“Sayonara, dollface,” says Malky as he grinds the joint’s stub under his cowboy booted toe and gives Heather a peck on the cheek.
It is, as usual, a full house. Groups of children writhe and squirm in the murky half-light, waiting for the pantomime to begin. Heather breaks up a fight between rival cub packs.Weary Brown Owls and Akelas look on, desperate for the curtain to rise. A birthday boy gets his head rammed down the gap at the back of his seat. Sure enough, a child bokes in the aisle. Judith watches the chaos through a stoned haze. More than anything she wants to sleep. She gets the First Aid stool and sits down in a dark nook, resting her head against the soft nap of the flocked wall.
The next thing she knows, Morag the live Shetland pony is pulling Cinderella’s carriage on stage, and taking a nervy dump as she does every night. The interval. Judith wipes a string of drool from her chin and tries to moisten her dry mouth but her tongue seems to have inflated. She’s hungry too. But there’s no time now, a restorative ice cream will have to wait. She straps on her tray, waggling her head to adjust the thick canvas band round her neck. Then the Safety Curtain does its hanged-man drop and the lights come up everywhere but the Gods.
A great horde of screaming children pour down the stairs. They swarm around Judith, pushing her against the edge of the balcony. She staggers slightly, glances down and sees a tray of little disembodied hands flickering over the choc-ices, as if she’s carrying a tray of hungry mice. She wants to fling the whole thing over the side, but the mice weigh it down, making the strap cut into her neck. Within seconds a layer of ice cream is filched away. Judith slaps one grubby little hand. It slaps her back.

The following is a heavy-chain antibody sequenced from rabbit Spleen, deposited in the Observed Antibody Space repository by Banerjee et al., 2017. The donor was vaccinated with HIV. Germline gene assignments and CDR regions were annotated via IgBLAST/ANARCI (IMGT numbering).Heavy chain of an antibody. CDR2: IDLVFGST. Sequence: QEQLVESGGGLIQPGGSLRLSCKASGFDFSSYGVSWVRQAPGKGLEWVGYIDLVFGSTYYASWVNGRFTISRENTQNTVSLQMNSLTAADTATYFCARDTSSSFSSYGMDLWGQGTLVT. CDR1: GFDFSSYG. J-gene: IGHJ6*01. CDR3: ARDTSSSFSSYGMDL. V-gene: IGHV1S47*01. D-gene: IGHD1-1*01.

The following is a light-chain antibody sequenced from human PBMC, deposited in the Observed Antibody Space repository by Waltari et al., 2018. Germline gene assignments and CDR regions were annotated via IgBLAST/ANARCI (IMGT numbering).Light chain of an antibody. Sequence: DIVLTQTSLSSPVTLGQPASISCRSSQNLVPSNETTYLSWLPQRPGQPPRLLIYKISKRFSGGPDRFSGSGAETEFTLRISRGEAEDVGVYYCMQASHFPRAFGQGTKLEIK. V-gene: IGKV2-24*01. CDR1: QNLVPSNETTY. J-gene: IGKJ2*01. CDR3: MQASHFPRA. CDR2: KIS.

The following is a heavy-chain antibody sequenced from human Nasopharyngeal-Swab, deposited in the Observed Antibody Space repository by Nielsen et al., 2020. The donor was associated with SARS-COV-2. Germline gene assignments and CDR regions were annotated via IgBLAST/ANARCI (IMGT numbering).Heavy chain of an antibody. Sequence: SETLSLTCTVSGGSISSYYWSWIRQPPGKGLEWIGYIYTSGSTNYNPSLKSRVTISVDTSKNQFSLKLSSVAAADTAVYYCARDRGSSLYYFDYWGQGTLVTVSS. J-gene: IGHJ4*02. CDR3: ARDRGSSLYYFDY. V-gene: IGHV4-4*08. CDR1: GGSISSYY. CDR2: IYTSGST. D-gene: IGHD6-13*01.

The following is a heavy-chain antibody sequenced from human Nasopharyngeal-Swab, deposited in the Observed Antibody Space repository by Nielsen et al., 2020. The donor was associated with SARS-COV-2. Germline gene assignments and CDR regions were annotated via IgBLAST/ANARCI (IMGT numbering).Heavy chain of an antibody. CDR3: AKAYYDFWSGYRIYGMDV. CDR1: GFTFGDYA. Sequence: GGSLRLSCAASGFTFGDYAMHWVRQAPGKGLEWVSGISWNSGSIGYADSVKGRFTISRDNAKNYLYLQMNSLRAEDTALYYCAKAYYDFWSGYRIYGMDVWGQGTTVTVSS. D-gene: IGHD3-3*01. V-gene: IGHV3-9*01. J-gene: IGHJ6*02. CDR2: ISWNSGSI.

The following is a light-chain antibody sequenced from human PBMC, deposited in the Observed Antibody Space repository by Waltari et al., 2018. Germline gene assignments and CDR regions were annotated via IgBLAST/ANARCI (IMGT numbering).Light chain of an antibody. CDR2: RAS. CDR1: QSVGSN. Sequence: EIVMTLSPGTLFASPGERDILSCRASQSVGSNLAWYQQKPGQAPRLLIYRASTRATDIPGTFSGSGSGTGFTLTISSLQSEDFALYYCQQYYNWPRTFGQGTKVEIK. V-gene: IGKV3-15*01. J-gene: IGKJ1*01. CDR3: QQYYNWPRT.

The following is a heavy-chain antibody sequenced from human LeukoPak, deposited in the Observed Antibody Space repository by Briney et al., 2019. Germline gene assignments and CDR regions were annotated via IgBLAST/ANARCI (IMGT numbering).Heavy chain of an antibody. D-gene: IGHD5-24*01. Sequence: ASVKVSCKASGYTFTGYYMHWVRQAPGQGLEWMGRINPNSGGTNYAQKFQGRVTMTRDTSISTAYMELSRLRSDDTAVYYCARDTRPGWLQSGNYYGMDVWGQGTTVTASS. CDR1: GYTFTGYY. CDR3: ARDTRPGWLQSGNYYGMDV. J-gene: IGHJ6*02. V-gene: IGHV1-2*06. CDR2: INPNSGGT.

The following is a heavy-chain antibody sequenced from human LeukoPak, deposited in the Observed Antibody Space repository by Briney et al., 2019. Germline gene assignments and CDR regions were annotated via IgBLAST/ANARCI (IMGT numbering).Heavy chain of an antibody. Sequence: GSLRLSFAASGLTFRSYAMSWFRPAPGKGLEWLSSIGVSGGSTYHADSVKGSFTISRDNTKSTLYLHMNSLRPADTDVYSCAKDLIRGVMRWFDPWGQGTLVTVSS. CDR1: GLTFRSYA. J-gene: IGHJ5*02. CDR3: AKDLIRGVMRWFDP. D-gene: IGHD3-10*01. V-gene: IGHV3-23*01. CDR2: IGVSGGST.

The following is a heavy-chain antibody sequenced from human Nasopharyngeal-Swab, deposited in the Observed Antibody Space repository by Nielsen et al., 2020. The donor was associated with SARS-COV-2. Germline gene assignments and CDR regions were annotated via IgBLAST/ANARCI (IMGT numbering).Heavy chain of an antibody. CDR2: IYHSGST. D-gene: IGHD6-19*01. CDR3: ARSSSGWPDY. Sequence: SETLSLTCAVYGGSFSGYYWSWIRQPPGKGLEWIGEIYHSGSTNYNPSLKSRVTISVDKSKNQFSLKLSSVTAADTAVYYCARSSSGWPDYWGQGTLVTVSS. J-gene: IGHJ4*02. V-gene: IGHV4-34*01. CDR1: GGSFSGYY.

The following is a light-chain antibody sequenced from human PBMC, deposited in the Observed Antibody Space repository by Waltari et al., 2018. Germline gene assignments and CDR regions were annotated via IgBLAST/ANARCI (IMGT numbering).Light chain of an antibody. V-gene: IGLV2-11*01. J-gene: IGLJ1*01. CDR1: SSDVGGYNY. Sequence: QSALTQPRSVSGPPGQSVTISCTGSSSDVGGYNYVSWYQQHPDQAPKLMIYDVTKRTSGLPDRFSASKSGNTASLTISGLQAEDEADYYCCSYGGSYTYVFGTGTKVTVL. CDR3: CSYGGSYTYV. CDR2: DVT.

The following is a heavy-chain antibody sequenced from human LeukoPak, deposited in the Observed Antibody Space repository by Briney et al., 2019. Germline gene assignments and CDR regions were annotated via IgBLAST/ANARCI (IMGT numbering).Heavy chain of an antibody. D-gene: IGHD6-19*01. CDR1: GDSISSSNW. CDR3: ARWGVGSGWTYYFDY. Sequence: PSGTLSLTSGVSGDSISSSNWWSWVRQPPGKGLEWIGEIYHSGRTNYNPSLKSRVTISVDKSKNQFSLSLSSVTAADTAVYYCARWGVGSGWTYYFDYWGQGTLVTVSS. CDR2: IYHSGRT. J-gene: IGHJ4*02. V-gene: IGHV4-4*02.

“43p for a mivvi,” Judith says and snatches a 50p coin held between finger and thumb. The fingers pluck some coins from her float. “62 for a tub, 37 for a choc ice.” This is Betty’s pricing, designed to keep their mental arithmetic on its toes. Judith’s float tips over in the tray, coins roll amongst the remaining ice creams. She manages to grab a few more 50ps but she fumbles and drops them amongst the scrabbling hands. Far away, the band strikes up. There’s a feral scampering and small bodies buffet her as they scurry past. Judith stumbles up the stairs, past rows of slurping children. Heather is already in the Gods foyer, one bust mivvi left in her tray, pinkish cream oozing from the splits in the wrapper. Her float is also empty and she has a scratch on one cheek.
“You should see the other kid,” she says and gives a lopsided smile.
Judith and Heather queue up with the other ice cream sellers waiting to return their floats. Judith looks at Betty bent over her ledger, her beehive parallel to her desk. One hand holds a biro, which she gives a little lick before each entry. Her other fingers are curled round a cigarette. How Judith wishes she would just once get her hands mixed up.
The queue quivers. Betty milks it.
“I said, monies taken?”
“Nothing at all? Oh dear, I don’t think you’re learning anything at that fancy uni of yours,” Betty says, earning a round of titters, and writing a big fat zero in her ledger.
Judith straightens up “I’m reading the Greats, actually,” she says and hands Betty her tabard. As she walks out of Betty’s office, she hears someone say “See her? If she was chocolate she’d eat herself.”
They don’t want her back and they keep her last week’s wages. She, Heather and Malky walk arm-in-arm to George Square where they sit on a bench and watch the drunks fall in and out of love. Judith tries to be wry and plucky about what has happened, but right now such bravado is beyond her. She turns to Malky to ask for a swig of whisky but Malky can’t answer because his mouth is busy elsewhere, clamped over Heather’s. Judith leaves them to it and starts the long walk back to Kelvinside, humming Footloose as she goes.